Russia is capitalizing on this rift between the West and some African nations. The Wagner Group, a Russian paramilitary organization, has signed contracts across Africa, strengthening Russian influence.

The recent summit in St. Petersburg, Russia between 17 African heads of state, far fewer than expected, and Russian President Vladimir Putin confirms Russia’s efforts to consolidate its gains in Africa, promising steady supplies of agricultural products after its withdrawal from the Black Sea Grain Initiative.

This initiative allowed for food and fertilizer exports from key Ukrainian ports and was crucial in ensuring Ukraine’s role as a global breadbasket.

Meanwhile, Putin announced substantial Russian grain shipments to several African nations, deepening their relationship with Africa.

In return, the military leader in Mali greenlighted the Wagner Group’s operations in the country after ejecting both France and the UN.

The Niger coup received the backing and support of Russia and the Wagner Group which was revealed in a statement spread across social media just after the coup was announced: “This is a moment of long-overdue liberation from Western colonisers and made what looked like a pitch for his fighters to help keep order. What happened in Niger is nothing other than the struggle of the people of Niger with their colonisers. With colonists who are trying to foist their rules of life on them and their conditions and keep them in the state that Africa was in hundreds of years ago.”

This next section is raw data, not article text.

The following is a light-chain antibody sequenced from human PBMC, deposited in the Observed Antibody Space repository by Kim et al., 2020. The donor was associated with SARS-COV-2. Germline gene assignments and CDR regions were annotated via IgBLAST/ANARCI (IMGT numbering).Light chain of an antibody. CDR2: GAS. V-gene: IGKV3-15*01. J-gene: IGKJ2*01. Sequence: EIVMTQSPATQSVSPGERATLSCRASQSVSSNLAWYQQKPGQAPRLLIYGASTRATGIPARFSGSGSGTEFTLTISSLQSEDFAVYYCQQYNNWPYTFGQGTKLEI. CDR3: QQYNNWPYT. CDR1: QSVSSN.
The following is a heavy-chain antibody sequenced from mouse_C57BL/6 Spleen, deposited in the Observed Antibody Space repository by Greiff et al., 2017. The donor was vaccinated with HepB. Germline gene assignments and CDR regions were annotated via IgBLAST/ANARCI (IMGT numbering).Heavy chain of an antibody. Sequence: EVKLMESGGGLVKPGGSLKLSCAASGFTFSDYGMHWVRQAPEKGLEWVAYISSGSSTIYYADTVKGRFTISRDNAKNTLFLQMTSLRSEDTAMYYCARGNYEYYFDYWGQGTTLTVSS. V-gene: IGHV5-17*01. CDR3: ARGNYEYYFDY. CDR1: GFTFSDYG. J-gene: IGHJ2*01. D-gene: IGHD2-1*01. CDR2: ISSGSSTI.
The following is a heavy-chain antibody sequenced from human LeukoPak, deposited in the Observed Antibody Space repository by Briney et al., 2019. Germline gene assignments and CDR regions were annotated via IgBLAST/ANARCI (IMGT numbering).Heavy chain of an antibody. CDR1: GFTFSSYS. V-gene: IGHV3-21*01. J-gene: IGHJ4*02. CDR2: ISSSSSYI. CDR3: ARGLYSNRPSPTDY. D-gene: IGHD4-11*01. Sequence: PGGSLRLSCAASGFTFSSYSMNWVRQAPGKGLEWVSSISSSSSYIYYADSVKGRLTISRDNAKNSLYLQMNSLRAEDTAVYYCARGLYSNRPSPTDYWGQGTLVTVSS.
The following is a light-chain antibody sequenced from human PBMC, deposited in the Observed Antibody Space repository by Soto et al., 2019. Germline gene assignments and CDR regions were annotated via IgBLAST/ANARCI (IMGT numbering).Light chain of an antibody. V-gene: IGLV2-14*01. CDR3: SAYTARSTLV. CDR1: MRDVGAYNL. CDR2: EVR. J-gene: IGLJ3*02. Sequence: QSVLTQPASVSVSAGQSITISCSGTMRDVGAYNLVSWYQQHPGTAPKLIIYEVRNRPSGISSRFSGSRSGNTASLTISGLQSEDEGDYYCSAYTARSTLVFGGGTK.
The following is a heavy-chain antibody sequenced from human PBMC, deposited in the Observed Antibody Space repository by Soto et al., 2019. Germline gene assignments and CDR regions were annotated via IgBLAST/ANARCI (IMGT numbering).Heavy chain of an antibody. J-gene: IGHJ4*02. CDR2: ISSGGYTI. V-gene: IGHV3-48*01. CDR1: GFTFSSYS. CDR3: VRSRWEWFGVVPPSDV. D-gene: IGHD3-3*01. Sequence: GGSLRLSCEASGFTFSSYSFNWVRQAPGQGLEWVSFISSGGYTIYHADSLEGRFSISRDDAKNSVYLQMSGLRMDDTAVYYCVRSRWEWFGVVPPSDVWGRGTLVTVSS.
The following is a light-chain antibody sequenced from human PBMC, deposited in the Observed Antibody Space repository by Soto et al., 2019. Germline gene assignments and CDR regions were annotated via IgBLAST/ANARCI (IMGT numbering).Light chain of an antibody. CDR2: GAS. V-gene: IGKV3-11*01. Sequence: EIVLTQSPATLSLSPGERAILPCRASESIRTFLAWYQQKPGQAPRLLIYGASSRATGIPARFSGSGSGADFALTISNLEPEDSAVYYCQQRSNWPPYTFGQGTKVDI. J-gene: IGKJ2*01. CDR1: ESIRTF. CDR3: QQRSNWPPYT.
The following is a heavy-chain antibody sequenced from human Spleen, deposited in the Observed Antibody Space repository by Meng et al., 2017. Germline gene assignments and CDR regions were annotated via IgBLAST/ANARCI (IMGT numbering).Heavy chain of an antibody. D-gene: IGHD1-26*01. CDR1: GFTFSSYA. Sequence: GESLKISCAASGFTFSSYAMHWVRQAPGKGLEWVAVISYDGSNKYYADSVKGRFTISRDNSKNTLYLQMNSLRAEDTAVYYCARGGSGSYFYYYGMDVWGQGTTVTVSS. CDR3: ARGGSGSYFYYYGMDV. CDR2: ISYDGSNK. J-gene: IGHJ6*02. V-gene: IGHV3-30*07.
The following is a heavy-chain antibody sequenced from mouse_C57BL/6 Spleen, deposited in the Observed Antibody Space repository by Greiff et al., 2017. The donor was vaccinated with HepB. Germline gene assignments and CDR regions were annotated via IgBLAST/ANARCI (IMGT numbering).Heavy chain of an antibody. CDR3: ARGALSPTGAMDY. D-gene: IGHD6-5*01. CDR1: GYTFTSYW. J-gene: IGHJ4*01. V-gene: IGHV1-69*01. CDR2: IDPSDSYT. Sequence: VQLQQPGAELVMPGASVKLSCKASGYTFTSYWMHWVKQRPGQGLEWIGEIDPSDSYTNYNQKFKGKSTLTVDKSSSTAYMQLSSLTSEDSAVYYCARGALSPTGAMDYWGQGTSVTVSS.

A compelling question emerges: are some African countries trading European colonialism for Russian imperialism?

ECOWAS and the African Union have sent clear warnings to the Nigerien military junta, calling for the restoration of democracy and President Bazoum’s unconditional release.

Under the leadership of Nigerian President Bola Ahmed Tinubu, ECOWAS “rejects coup and interruption to constitutional order in the Republic of Niger,” threatening sanctions and potential use of force.

In contrast, Mali and Burkina Faso have warned against military intervention and pledged to assist Niger’s government, seeking Russian support. Guinea also voiced support for the coup plotters.

With strong opposition to ECOWAS, the organization should resort to dialogue rather than further strain the region. Their decision should remain pending until all diplomatic avenues have been exhausted.

Regardless of Russia’s ultimate intentions, regional leaders must prioritize a diplomatic resolution and full restoration of democracy. The “use of force” will only exacerbate the suffering of the people in the region.

This complex situation in Niger reflects a broader trend of a shifting balance of power, local discontent, and the potential rise of a new kind of Russian imperialism. As the world watches, the story of Niger could set a precedent for the future relationship between Africa and its former colonial powers.

Samuel Agbelusi is a freelance journalist and writer focused on international affairs and global economic issues. He is currently a fact-checker with Roundcheck which helps to combat fake news and information. Samuel loves writing and providing solutions to relevant issues. He is currently in his final year of studies at Adekunle Ajasin University. Aside from writing, Samuel loves playing games and exploring the world. He is open to different ideas and opportunities and is ready to make an impact on the world.